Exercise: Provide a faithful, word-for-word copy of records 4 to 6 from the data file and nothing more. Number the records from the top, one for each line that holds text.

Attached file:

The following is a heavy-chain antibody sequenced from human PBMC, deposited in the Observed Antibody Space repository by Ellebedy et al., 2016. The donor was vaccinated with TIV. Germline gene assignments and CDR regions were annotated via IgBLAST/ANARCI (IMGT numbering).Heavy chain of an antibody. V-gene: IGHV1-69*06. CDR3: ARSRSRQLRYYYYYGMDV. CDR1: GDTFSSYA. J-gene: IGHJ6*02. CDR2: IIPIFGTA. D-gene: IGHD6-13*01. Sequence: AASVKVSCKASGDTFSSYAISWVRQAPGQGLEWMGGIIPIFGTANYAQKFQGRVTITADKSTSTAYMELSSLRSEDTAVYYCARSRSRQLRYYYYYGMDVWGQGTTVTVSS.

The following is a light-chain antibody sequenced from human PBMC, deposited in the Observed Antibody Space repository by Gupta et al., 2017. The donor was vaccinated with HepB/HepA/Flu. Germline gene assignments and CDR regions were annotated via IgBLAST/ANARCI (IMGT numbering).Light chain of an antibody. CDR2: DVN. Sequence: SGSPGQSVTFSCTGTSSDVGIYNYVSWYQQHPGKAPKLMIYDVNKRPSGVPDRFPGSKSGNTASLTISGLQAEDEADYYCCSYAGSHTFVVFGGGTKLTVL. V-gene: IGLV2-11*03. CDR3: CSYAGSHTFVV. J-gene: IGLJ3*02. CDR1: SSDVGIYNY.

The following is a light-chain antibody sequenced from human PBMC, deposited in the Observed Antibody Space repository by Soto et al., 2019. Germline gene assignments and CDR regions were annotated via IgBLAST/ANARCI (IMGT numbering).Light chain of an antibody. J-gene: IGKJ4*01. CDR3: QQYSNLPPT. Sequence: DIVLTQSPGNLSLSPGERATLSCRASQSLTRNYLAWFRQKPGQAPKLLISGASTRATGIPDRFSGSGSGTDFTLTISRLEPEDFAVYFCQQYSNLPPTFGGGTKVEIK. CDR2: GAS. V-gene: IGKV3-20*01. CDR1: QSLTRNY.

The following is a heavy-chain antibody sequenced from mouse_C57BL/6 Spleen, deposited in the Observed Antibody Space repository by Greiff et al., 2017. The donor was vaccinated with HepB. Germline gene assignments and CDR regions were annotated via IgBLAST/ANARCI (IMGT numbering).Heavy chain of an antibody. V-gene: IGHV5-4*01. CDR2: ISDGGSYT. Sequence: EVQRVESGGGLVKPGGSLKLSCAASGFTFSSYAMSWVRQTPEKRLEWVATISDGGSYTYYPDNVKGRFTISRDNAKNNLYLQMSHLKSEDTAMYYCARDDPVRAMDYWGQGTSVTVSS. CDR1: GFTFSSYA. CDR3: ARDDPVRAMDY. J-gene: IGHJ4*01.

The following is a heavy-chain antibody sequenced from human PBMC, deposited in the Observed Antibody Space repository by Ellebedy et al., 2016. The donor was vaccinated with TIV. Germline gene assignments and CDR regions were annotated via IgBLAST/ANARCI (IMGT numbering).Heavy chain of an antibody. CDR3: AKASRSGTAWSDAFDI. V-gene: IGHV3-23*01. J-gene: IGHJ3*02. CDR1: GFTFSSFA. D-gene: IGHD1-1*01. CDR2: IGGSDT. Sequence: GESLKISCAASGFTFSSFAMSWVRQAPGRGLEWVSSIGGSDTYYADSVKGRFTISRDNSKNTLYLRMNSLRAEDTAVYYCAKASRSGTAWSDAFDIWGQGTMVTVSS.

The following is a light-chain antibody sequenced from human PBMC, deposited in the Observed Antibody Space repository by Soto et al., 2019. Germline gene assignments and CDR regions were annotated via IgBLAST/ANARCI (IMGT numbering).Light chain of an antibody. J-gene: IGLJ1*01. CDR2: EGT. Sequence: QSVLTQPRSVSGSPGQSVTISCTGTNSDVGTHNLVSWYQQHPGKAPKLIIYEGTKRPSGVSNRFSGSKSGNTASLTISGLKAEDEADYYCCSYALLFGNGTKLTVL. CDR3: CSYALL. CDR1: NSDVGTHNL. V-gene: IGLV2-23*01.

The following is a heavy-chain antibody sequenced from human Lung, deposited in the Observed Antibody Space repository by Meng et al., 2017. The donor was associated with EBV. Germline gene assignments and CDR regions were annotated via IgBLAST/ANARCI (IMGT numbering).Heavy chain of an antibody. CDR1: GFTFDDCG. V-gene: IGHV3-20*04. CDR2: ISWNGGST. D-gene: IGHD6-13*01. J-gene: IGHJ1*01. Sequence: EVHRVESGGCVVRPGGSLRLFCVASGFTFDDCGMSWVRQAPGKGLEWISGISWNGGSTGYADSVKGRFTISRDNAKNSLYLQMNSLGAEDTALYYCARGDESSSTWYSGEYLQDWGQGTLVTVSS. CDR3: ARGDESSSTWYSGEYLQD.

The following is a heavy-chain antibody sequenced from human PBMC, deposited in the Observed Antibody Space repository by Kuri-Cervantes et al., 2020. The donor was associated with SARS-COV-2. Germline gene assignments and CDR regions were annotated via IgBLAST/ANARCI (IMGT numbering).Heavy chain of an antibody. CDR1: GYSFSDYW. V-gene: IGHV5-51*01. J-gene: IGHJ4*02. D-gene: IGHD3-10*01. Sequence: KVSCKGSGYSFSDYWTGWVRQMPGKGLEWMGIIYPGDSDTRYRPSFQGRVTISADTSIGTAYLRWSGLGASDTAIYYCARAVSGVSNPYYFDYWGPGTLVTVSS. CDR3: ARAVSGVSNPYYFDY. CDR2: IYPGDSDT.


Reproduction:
The following is a heavy-chain antibody sequenced from mouse_C57BL/6 Spleen, deposited in the Observed Antibody Space repository by Greiff et al., 2017. The donor was vaccinated with HepB. Germline gene assignments and CDR regions were annotated via IgBLAST/ANARCI (IMGT numbering).Heavy chain of an antibody. V-gene: IGHV5-4*01. CDR2: ISDGGSYT. Sequence: EVQRVESGGGLVKPGGSLKLSCAASGFTFSSYAMSWVRQTPEKRLEWVATISDGGSYTYYPDNVKGRFTISRDNAKNNLYLQMSHLKSEDTAMYYCARDDPVRAMDYWGQGTSVTVSS. CDR1: GFTFSSYA. CDR3: ARDDPVRAMDY. J-gene: IGHJ4*01.

The following is a heavy-chain antibody sequenced from human PBMC, deposited in the Observed Antibody Space repository by Ellebedy et al., 2016. The donor was vaccinated with TIV. Germline gene assignments and CDR regions were annotated via IgBLAST/ANARCI (IMGT numbering).Heavy chain of an antibody. CDR3: AKASRSGTAWSDAFDI. V-gene: IGHV3-23*01. J-gene: IGHJ3*02. CDR1: GFTFSSFA. D-gene: IGHD1-1*01. CDR2: IGGSDT. Sequence: GESLKISCAASGFTFSSFAMSWVRQAPGRGLEWVSSIGGSDTYYADSVKGRFTISRDNSKNTLYLRMNSLRAEDTAVYYCAKASRSGTAWSDAFDIWGQGTMVTVSS.

The following is a light-chain antibody sequenced from human PBMC, deposited in the Observed Antibody Space repository by Soto et al., 2019. Germline gene assignments and CDR regions were annotated via IgBLAST/ANARCI (IMGT numbering).Light chain of an antibody. J-gene: IGLJ1*01. CDR2: EGT. Sequence: QSVLTQPRSVSGSPGQSVTISCTGTNSDVGTHNLVSWYQQHPGKAPKLIIYEGTKRPSGVSNRFSGSKSGNTASLTISGLKAEDEADYYCCSYALLFGNGTKLTVL. CDR3: CSYALL. CDR1: NSDVGTHNL. V-gene: IGLV2-23*01.